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the square ball week: cross

the square ball week: cross

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This is not the team Ross McCormack signed for. I think that’s the starting point when you try to work out why the advertising hoardings took as much punishment as the nets last weekend.

Both McCormack’s goals against Yeovil were fierce beauties. Rudy Austin’s power and invention had a lot to do with it; by charging away from some opposition players, he panicked the others, and that made things happen. But McCormack still had to apply a striker’s finish, and he did, twice. Wayne Hennessey, who can be a damn fine keeper, didn’t stand a chance, either with the shot into the roof of the net that nearly knocked his head off, or with the low drive that went around his dive and inside the post.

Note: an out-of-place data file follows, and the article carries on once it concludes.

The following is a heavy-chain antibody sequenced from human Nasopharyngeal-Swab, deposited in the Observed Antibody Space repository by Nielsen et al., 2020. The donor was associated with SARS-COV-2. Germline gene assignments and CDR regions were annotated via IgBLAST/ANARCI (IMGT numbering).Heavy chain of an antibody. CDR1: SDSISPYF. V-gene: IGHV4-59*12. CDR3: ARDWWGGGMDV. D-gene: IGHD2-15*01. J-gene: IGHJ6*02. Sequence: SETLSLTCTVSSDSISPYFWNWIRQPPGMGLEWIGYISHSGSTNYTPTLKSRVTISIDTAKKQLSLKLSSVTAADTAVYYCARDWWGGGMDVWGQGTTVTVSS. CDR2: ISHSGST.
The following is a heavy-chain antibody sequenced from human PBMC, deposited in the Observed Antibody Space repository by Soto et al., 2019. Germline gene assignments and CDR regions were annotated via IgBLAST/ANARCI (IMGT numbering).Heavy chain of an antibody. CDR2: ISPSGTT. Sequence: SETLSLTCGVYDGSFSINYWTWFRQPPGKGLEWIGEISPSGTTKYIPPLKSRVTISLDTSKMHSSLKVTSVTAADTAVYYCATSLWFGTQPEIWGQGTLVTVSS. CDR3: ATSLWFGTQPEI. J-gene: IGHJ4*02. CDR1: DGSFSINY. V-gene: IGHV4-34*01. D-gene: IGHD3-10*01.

After the first, McCormack ran to an advertising hoarding to the right of the goal, delivered it a solid kick, and then glared up into the Kop as if selecting an adversary. After the second, when instead of nestling in the net the ball bounced back out into his path, Ross booted it on the volley into the back of the stand, where it hit the TV camera gantry before landing back in the fans below. Rather than look pleased to score two good goals, Ross looked cross.

But as I said, this isn’t the team he joined. The team Ross McCormack joined was, in retrospect, probably the best Leeds team since relegation from the Premier League, certainly going forward. Beckford had gone, but a team led into attack by Becchio, Somma, Gradel, Snodgrass, Howson, Johnson and Kilkenny scored 81 league goals that season; only Norwich scored more. McCormack wasn’t integral to the 7th place finish, but he fought his way into the side and finished the season strongly, staking a claim for more involvement when the post-promotion momentum continued the next season.